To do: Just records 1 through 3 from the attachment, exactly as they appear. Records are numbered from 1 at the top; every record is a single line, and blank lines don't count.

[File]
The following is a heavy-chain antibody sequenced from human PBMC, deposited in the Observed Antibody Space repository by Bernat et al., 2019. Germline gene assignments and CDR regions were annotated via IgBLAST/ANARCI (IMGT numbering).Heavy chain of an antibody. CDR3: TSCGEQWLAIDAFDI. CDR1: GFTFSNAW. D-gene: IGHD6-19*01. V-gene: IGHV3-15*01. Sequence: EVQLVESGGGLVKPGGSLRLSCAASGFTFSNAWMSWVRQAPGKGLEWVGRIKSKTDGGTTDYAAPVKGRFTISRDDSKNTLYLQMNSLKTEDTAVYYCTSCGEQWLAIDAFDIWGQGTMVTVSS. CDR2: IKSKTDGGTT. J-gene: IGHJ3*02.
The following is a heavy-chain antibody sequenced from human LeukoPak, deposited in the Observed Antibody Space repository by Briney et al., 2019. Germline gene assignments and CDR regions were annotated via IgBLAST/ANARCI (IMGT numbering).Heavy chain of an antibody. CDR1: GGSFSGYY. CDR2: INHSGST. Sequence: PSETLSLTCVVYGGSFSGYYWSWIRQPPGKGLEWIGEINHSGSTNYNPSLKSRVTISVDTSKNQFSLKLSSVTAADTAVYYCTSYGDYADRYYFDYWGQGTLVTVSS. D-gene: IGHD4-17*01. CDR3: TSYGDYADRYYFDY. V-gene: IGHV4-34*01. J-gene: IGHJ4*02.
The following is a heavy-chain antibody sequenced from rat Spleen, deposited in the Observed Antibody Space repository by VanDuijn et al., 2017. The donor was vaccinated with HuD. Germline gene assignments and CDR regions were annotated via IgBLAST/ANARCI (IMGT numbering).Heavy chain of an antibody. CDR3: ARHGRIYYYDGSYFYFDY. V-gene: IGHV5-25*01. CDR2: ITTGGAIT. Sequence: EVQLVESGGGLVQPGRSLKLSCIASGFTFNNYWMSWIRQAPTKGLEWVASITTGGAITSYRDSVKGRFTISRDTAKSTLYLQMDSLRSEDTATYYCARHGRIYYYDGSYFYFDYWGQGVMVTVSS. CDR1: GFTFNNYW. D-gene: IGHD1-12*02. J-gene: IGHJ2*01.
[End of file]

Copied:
The following is a heavy-chain antibody sequenced from human PBMC, deposited in the Observed Antibody Space repository by Bernat et al., 2019. Germline gene assignments and CDR regions were annotated via IgBLAST/ANARCI (IMGT numbering).Heavy chain of an antibody. CDR3: TSCGEQWLAIDAFDI. CDR1: GFTFSNAW. D-gene: IGHD6-19*01. V-gene: IGHV3-15*01. Sequence: EVQLVESGGGLVKPGGSLRLSCAASGFTFSNAWMSWVRQAPGKGLEWVGRIKSKTDGGTTDYAAPVKGRFTISRDDSKNTLYLQMNSLKTEDTAVYYCTSCGEQWLAIDAFDIWGQGTMVTVSS. CDR2: IKSKTDGGTT. J-gene: IGHJ3*02.
The following is a heavy-chain antibody sequenced from human LeukoPak, deposited in the Observed Antibody Space repository by Briney et al., 2019. Germline gene assignments and CDR regions were annotated via IgBLAST/ANARCI (IMGT numbering).Heavy chain of an antibody. CDR1: GGSFSGYY. CDR2: INHSGST. Sequence: PSETLSLTCVVYGGSFSGYYWSWIRQPPGKGLEWIGEINHSGSTNYNPSLKSRVTISVDTSKNQFSLKLSSVTAADTAVYYCTSYGDYADRYYFDYWGQGTLVTVSS. D-gene: IGHD4-17*01. CDR3: TSYGDYADRYYFDY. V-gene: IGHV4-34*01. J-gene: IGHJ4*02.
The following is a heavy-chain antibody sequenced from rat Spleen, deposited in the Observed Antibody Space repository by VanDuijn et al., 2017. The donor was vaccinated with HuD. Germline gene assignments and CDR regions were annotated via IgBLAST/ANARCI (IMGT numbering).Heavy chain of an antibody. CDR3: ARHGRIYYYDGSYFYFDY. V-gene: IGHV5-25*01. CDR2: ITTGGAIT. Sequence: EVQLVESGGGLVQPGRSLKLSCIASGFTFNNYWMSWIRQAPTKGLEWVASITTGGAITSYRDSVKGRFTISRDTAKSTLYLQMDSLRSEDTATYYCARHGRIYYYDGSYFYFDYWGQGVMVTVSS. CDR1: GFTFNNYW. D-gene: IGHD1-12*02. J-gene: IGHJ2*01.